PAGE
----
Protect the C-suite: Why organisations must include execs in security programmes

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There are never enough hours in the day for your typical business executive. The stresses of running a modern business can stretch even the most productive, and early-rising, individuals to the limit. A Harvard Business Review report from last year, for example, claimed that CEOs work on average 62.5 hours per week — over 50% more than a regular full-time employee. Unfortunately, this may have serious repercussions for cybersecurity.

The latest Verizon Data Breach Investigations Report (DBIR) claims that senior execs are many times more likely to be the target of a breach or serious security incident that in years past. Why? Because they have a crucial combination of not enough time to vet social engineers, alongside privileged network access and organisation-wide authority.

To mitigate the risk from rising attacks on the C-suite, organisations will need to refocus training efforts and tighten technical controls.


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Under pressure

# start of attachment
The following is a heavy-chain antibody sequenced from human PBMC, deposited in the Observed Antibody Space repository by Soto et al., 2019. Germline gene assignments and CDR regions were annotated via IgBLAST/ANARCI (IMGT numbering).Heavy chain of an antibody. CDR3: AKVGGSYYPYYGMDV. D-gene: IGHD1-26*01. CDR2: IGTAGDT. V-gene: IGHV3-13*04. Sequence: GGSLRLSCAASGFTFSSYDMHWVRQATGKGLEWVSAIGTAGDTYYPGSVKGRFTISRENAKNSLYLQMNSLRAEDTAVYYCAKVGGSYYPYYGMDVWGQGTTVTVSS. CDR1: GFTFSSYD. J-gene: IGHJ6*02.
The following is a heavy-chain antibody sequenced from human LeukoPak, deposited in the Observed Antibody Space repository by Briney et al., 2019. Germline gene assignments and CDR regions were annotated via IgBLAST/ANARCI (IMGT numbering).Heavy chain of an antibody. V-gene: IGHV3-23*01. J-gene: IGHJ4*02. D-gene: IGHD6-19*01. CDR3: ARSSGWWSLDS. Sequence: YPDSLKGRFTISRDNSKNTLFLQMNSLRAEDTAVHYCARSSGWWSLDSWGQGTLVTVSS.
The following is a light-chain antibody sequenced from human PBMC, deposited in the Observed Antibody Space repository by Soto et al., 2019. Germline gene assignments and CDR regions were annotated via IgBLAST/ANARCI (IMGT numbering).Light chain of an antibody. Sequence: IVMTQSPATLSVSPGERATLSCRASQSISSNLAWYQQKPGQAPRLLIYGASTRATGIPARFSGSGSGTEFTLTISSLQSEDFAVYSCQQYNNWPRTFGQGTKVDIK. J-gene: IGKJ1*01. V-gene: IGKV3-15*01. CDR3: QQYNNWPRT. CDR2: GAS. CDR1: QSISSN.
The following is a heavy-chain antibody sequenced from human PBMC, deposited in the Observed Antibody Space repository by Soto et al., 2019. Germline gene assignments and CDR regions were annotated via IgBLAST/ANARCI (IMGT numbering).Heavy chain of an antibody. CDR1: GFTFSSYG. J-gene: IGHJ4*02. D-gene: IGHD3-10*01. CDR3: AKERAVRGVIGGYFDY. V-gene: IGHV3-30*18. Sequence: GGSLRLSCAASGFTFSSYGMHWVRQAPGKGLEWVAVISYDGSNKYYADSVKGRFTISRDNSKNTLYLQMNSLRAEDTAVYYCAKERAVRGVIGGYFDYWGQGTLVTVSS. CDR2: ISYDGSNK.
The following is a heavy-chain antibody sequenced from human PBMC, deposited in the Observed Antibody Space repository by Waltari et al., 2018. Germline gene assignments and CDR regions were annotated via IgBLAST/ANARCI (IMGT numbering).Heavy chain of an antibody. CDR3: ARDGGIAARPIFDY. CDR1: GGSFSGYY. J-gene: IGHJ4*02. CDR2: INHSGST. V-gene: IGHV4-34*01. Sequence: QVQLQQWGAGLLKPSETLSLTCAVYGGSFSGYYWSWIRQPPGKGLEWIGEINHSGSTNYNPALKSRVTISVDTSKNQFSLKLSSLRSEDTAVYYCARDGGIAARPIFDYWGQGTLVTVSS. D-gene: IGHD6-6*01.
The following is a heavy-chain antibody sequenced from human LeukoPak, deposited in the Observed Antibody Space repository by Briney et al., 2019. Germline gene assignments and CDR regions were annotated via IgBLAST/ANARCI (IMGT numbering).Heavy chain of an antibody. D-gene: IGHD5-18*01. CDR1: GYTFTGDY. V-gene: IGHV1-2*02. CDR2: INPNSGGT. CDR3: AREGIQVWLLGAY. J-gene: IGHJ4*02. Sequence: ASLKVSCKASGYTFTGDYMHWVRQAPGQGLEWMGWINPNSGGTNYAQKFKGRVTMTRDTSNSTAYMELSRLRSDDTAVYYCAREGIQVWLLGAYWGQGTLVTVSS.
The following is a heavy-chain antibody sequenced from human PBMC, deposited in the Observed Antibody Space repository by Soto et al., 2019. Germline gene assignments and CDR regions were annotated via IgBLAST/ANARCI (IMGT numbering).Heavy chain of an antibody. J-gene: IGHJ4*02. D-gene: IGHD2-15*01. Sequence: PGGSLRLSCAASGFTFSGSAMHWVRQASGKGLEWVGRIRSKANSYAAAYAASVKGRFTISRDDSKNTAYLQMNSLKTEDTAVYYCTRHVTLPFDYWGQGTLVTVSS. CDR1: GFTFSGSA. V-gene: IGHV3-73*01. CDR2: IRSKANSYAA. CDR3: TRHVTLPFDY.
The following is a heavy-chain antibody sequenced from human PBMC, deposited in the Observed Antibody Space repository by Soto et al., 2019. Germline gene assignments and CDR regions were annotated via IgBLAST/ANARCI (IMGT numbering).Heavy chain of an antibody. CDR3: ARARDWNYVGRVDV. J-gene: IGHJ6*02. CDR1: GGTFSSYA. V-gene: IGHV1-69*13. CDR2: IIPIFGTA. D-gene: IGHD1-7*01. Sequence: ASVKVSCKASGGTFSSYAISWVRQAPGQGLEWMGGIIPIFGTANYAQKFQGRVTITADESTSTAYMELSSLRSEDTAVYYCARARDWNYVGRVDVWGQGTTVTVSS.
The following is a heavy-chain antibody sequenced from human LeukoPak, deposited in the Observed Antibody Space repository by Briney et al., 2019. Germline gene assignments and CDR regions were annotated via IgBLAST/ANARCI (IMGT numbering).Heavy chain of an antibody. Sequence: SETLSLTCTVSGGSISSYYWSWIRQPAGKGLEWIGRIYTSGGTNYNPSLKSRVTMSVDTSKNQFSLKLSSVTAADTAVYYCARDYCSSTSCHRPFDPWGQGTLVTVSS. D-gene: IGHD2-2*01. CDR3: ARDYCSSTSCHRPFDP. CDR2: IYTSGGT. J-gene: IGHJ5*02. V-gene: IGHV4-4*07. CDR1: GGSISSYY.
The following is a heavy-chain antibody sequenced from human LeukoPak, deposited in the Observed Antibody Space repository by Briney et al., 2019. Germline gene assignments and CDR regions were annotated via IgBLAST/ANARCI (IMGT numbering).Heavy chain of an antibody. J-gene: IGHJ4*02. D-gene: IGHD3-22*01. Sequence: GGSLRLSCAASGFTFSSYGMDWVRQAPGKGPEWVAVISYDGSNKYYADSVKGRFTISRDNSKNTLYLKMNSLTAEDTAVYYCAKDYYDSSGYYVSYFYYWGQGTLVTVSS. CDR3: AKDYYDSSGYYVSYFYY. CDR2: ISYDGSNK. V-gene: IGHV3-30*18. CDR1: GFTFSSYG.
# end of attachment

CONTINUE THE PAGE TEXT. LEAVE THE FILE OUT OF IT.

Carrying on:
Comprised from analysis of over 40,000 global security incidents and more than 2,000 confirmed data breaches across 180 countries, the report is seen as a valuable snapshot into industry trends over the previous 12 months. A third of breaches over the past 12 months featured “social” tactics: that is, phishing, spear-phishing, pretexting, spoofing and other attempts to socially engineer the target into inadvertently installing malware on their network or handing over access credentials. That makes sense. After all, the human is always considered the weakest link in an organisation’s security chain.

However, the difference in this report is which particular humans in an organisation are being targeted. It claims that senior executives are 12 times more likely to be the target of social incidents, and nine times more likely to be the target of social breaches than in previous years. Incidents in this case involve attacks which compromise “the integrity, confidentiality or availability of an information asset”, while breaches result in confirmed disclosure of data to an unauthorized third party.

'By posing as the CEO, CFO or similar from inside their own email account, hackers stand a great chance of convincing finance staff to carry out their money transfer requests without raising the alarm.'Click To Tweet

It’s not difficult to see why senior business leaders are beingly increasingly targeted. Time-poor and under pressure to achieve results, they’re typically more likely to click through on an email without properly reading its contents or sender. These misplaced clicks could enable attackers to gain a foothold in corporate networks via covert malware downloads, or even into the executive’s own account. New research from Barracuda Networks released last week reveals that 29% of organisations had their Office 365 accounts compromised by hackers in March this year, leading to over 1.5 million malicious and spam emails being sent.